Category Archives: Native Plants

MONARCH BUTTERFLY EGGS AND CATERPILLAR ALERT!

Monarch butterflies, caterpillars, and eggs, here there and everywhere!

This morning I went out to my garden to collect more milkweed leaves for our current batch of caterpillars. A female was flitting about and in addition to finding half a dozen newly laid eggs, these two beautiful freshly molted third instar caterpillars were forgaing around on the milkweed foliage. We are having at least a second brood of Monarchs this summer, helped greatly but the current warm stretch of hot humid weather. If you have been raising Monarchs and think you are done for the summer, look again on your milkweed plants because you may very well have a second batch coming along.

Save the Date: Kim Smith at the Cape Ann Museum!

Join documentary filmmaker and photographer Kim Smith, creator of Beauty on the Wing: The Life Story of the Monarch Butterfly on Second Saturday Cape Ann Museum Kids. Learn all about the life story of the Monarch and how you can help the butterfly on its migration. The program runs from 10am to noon. To register, contact courtneyrichardson@capeannmuseum.org

Families of school aged children visit free on Second Saturday mornings. Visit the galleries, join a workshop, and more!

Monarch Butterfly Emerging

GROW NATIVE BUTTONBUSH FOR THE POLLINATORS!

North American native Buttonbush attracts a bevy of butterflies and bees with pretty and fragrant flowerheads. Buttonbush grows easily in moist soil as well as average garden soil, in full sun to part shade. In our region it grows to about six to ten feet and can be kept in check with an occasional pruning in early spring.

Monarch Butterfly drinking nectar from Buttonbush florets (Cephalanthus occidentalis).

WELCOME TO THE MARY PRENTISS INN POLLINATOR PARADISE!

The exquisite Greek Revival architecture of The Mary Prentiss Inn complements perfectly our lively pollinator paradise, bursting with blossoms and bees. We’ve layered the garden in an array of nectar-rich perennials and annuals that bloom from spring through fall and the garden has become mecca for neighborhood pollinators (including seed-seeking songbirds).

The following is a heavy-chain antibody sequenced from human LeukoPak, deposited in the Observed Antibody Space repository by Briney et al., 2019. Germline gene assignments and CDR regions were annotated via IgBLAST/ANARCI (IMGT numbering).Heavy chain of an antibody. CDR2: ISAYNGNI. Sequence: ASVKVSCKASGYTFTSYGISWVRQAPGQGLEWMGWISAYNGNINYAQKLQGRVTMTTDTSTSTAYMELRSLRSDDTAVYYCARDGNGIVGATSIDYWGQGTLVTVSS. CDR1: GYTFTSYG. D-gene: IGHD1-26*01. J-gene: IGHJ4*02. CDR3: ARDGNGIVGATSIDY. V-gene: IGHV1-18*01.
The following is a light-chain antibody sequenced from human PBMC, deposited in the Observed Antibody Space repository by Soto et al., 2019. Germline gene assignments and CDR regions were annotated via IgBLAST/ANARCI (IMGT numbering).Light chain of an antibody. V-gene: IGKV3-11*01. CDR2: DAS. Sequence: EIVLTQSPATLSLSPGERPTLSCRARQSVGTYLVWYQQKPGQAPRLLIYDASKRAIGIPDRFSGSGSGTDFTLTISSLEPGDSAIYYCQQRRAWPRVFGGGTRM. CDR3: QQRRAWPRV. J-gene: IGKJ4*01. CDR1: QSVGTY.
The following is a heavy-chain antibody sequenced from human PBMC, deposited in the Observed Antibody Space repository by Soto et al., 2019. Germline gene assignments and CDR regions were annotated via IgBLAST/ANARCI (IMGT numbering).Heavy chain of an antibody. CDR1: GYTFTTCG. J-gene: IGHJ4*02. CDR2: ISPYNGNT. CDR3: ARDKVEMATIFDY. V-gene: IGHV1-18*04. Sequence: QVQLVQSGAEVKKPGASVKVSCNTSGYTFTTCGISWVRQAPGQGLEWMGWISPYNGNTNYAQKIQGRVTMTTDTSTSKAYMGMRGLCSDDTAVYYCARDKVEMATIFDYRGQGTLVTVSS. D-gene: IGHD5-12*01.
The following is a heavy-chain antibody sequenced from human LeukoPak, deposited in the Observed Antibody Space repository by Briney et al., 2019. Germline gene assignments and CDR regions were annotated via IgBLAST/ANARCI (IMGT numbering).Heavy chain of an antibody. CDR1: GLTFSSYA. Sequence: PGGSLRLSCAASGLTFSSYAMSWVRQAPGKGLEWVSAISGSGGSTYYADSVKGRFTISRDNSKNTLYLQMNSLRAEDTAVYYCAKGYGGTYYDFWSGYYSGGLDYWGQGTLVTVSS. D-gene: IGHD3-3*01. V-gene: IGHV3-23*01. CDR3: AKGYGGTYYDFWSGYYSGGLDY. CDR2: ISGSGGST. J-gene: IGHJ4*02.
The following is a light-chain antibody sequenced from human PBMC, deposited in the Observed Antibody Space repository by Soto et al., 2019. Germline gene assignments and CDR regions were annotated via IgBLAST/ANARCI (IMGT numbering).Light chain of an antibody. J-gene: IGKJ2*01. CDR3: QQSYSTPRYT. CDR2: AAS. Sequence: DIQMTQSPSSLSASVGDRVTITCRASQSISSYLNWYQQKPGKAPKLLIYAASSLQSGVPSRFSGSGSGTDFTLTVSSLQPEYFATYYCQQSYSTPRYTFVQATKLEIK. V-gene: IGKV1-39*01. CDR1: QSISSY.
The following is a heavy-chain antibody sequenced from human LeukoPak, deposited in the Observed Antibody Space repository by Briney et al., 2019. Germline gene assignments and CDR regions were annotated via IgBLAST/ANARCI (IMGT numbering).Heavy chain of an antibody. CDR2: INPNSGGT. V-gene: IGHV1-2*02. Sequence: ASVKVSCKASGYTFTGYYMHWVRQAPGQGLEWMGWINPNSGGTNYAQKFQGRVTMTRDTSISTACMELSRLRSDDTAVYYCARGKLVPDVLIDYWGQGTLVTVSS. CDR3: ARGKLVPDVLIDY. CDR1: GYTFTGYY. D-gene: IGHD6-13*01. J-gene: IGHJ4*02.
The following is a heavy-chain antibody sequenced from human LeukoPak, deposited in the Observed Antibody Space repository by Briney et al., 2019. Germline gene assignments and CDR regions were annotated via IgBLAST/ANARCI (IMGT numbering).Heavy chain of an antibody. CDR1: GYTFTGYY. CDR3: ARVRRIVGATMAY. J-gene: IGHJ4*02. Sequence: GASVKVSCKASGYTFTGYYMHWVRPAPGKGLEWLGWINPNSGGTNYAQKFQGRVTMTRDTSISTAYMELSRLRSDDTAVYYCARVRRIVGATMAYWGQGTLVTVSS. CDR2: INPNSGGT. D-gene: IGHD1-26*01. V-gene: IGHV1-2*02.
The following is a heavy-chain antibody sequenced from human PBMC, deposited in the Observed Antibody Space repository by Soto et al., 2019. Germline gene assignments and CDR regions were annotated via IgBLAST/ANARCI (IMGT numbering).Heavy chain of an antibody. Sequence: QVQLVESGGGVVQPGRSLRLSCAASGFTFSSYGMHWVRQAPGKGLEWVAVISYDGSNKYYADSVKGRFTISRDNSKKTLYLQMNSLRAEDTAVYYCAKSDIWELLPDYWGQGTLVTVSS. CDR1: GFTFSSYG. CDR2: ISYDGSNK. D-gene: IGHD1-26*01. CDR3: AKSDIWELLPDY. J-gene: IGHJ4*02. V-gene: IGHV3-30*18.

Plant for the pollinators and they will come!

Three-bee-species scene at The Mary Prentiss Inn pollinator garden.

The Mary Prentiss Inn Owners Nicholas and Jennifer Fandetti.

Perfectly lovely prior to turning the old garden into a pollinator paradise, but everyone agreed, it was time for a change.

Bee and blossom alike dusted in a fine golden shower of pollen.

KIM SMITH MONARCH BUTTERFLY PROGRAM FOR THE NORTH SHORE GARDEN CLUB WEDNESDAY JULY 18TH

Monarch Butterfly and native wildflower Joe-pye.

Please join me Wednesday morning for my lecture and slide program “Beauty on the Wing: Life Story of the Monarch Butterfly” at 10am for the North Shore Garden Club at St. John’s Church in Beverly. I hope to see you there!

Monarchs and native New England wildflower Smooth Aster

 

The Wonderful World of Wildflowers – Broomrapes

Reader Robert Millman sent photos and wrote the following question:

I am new to Gloucester, having bought a home two years ago.

As we were clearing some down trees and brush, we came upon a small stand on what I think are Monotropa, related to Indian Pipes, but do not look like any other pictures I have found.  Corliss and another local nursery were not able to provide anything further information.

Can you ask your readers or do you have any suggestions of who I could reach out to?

Thank you

Hello Robert,

Your beautiful clumps of wildflowers are the North American native One-flowered Broom-rape (Orobanche uniflora); also called Naked Broomrape. I can see why you thought it was related to Indian Pipe (Monotropa uniflora), or Ghost Plant. Neither grows green leaves and both produce single flowers, typically seen growing in bunches.
Indian Pipes photo courtesy wikicommons media
Like Indian Pipes, it is a parasitic plant, which means it does not produce chlorophyll, or green tissue, deriving nutrients by attaching its roots to neighboring plants.
One-flowered Broom-rape photos submitted by Robert Millman
There are over 200 species Orobanche. Host plants for One-flowered Broom-Rapes include species of sunflowers, goldenrods, and sedums. 
Aside from white, Naked Broomrape also flowers in lavender and yellow.
The stems of Sporchia (Orbanche crenata), a species parasitic on the fava bean, are gathered and eaten in the region of Apilia, in southern Italy. Image courtesy wikicommons media.